Overall, by providing ways to have our staff 'own' the elements of staff meetings, we believe we can make a more productive and engaging environment for all of us!


  1. Cale, your observations have resonated with my own situation. Even though my school is slightly smaller than yours, I feel that my staff meetings need to have more teacher directed input. Your ideas have stimulated a necessity in me to look at changing the way that I run staff meetings at my school.

    Thank you for your acute observations!

  2. Cale, you observations and plans for the future are spot on. Staff "ownership" is one key element. I'll offer one small suggestion based on my 20+ years of training. The staff member taking ownership must still work hard to engage the other members of the meeting. Easier said the done. Adults like students do best when brain responsive methods are utilized. I appreciate your passion and wish you continued success.

    Joseph Kenney
    Brain Research Guru

  3. Straight up love the fact that you're trying to use faculty meetings to model the kinds of instructional practices that you want to see make their way into your classrooms, Cale.

    All too often I hear principals lay claim to the "instructional leader" label without ever really doing anything to prove that they are capable of thinking about what good instruction looks like.

    Faculty meetings are your opportunity to model what good teaching is supposed to look like. The fact that you're taking advantage of it to model reflective practice is still more proof that you're doing things right.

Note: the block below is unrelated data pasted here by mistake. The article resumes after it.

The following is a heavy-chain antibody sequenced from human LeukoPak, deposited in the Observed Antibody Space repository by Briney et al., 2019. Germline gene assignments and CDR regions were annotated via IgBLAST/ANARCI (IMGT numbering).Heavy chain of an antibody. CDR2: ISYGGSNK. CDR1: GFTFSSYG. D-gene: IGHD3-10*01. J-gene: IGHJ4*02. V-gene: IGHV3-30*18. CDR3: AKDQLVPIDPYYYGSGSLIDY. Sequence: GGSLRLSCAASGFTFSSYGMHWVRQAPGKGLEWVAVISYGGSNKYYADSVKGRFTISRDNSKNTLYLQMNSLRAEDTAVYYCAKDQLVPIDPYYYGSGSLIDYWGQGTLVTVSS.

Hope you're well!

  4. Great post - I have been flipping staff meetings for the past six years to focus on involvement, interaction, and productivity. When I flipped one, I never went back to any other model. Last year I started flipping our advisory board meetings...everyone told me that this was "too serious" of a meeting to flip and that the participants wouldn't understand what was expected of them. Needless to say, everyone was wrong, and these advisory board meetings turned out to be highly successful and productive. Every single board member asked to come back and serve again this year because they said they felt like they made a difference and had an impact on the future of our programs. Thanks for sharing this alternative format to meetings...glad to see others are trying it!

    Barbi Honeycutt, Ph.D.
    Flip It Consulting
    NC State University

  5. This comment has been removed by a blog administrator.


Thanks for taking the time to comment on my blog!